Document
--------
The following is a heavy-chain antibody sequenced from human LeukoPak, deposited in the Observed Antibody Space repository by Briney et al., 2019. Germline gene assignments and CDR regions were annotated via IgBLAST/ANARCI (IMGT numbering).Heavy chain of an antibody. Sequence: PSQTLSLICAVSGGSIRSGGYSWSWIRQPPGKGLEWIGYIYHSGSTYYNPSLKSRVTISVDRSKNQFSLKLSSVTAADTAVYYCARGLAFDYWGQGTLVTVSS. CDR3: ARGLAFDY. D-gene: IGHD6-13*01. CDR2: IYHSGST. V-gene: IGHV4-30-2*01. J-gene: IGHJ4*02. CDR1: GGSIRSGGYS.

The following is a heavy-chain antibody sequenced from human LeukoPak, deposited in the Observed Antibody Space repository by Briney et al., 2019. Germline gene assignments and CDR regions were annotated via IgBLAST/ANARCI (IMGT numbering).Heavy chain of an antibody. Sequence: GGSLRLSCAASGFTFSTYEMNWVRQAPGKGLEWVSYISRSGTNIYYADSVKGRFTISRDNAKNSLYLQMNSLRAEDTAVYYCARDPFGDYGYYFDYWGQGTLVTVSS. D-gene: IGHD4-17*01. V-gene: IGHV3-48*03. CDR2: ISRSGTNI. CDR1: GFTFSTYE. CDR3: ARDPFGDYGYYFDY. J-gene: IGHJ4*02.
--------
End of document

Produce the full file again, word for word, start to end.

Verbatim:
The following is a heavy-chain antibody sequenced from human LeukoPak, deposited in the Observed Antibody Space repository by Briney et al., 2019. Germline gene assignments and CDR regions were annotated via IgBLAST/ANARCI (IMGT numbering).Heavy chain of an antibody. Sequence: PSQTLSLICAVSGGSIRSGGYSWSWIRQPPGKGLEWIGYIYHSGSTYYNPSLKSRVTISVDRSKNQFSLKLSSVTAADTAVYYCARGLAFDYWGQGTLVTVSS. CDR3: ARGLAFDY. D-gene: IGHD6-13*01. CDR2: IYHSGST. V-gene: IGHV4-30-2*01. J-gene: IGHJ4*02. CDR1: GGSIRSGGYS.

The following is a heavy-chain antibody sequenced from human LeukoPak, deposited in the Observed Antibody Space repository by Briney et al., 2019. Germline gene assignments and CDR regions were annotated via IgBLAST/ANARCI (IMGT numbering).Heavy chain of an antibody. Sequence: GGSLRLSCAASGFTFSTYEMNWVRQAPGKGLEWVSYISRSGTNIYYADSVKGRFTISRDNAKNSLYLQMNSLRAEDTAVYYCARDPFGDYGYYFDYWGQGTLVTVSS. D-gene: IGHD4-17*01. V-gene: IGHV3-48*03. CDR2: ISRSGTNI. CDR1: GFTFSTYE. CDR3: ARDPFGDYGYYFDY. J-gene: IGHJ4*02.